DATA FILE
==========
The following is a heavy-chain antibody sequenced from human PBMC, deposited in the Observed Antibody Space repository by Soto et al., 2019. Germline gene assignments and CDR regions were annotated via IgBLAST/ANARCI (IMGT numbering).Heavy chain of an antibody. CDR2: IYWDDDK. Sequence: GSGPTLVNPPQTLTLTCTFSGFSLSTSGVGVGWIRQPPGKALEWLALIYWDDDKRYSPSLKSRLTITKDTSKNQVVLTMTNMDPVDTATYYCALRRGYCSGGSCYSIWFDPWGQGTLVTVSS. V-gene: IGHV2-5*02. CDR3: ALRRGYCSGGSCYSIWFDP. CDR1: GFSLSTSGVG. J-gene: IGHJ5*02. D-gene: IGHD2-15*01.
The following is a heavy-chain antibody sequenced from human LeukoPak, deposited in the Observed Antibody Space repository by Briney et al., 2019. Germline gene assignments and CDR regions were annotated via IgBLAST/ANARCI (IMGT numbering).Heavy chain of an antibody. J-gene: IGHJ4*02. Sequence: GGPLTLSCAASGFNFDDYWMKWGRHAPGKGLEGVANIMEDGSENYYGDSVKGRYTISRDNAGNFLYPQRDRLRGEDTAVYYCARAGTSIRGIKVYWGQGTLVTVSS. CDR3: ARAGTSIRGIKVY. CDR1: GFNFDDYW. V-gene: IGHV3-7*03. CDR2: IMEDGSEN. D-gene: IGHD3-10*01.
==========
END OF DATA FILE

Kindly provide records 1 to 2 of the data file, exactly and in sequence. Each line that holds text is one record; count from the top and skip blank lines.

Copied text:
The following is a heavy-chain antibody sequenced from human PBMC, deposited in the Observed Antibody Space repository by Soto et al., 2019. Germline gene assignments and CDR regions were annotated via IgBLAST/ANARCI (IMGT numbering).Heavy chain of an antibody. CDR2: IYWDDDK. Sequence: GSGPTLVNPPQTLTLTCTFSGFSLSTSGVGVGWIRQPPGKALEWLALIYWDDDKRYSPSLKSRLTITKDTSKNQVVLTMTNMDPVDTATYYCALRRGYCSGGSCYSIWFDPWGQGTLVTVSS. V-gene: IGHV2-5*02. CDR3: ALRRGYCSGGSCYSIWFDP. CDR1: GFSLSTSGVG. J-gene: IGHJ5*02. D-gene: IGHD2-15*01.
The following is a heavy-chain antibody sequenced from human LeukoPak, deposited in the Observed Antibody Space repository by Briney et al., 2019. Germline gene assignments and CDR regions were annotated via IgBLAST/ANARCI (IMGT numbering).Heavy chain of an antibody. J-gene: IGHJ4*02. Sequence: GGPLTLSCAASGFNFDDYWMKWGRHAPGKGLEGVANIMEDGSENYYGDSVKGRYTISRDNAGNFLYPQRDRLRGEDTAVYYCARAGTSIRGIKVYWGQGTLVTVSS. CDR3: ARAGTSIRGIKVY. CDR1: GFNFDDYW. V-gene: IGHV3-7*03. CDR2: IMEDGSEN. D-gene: IGHD3-10*01.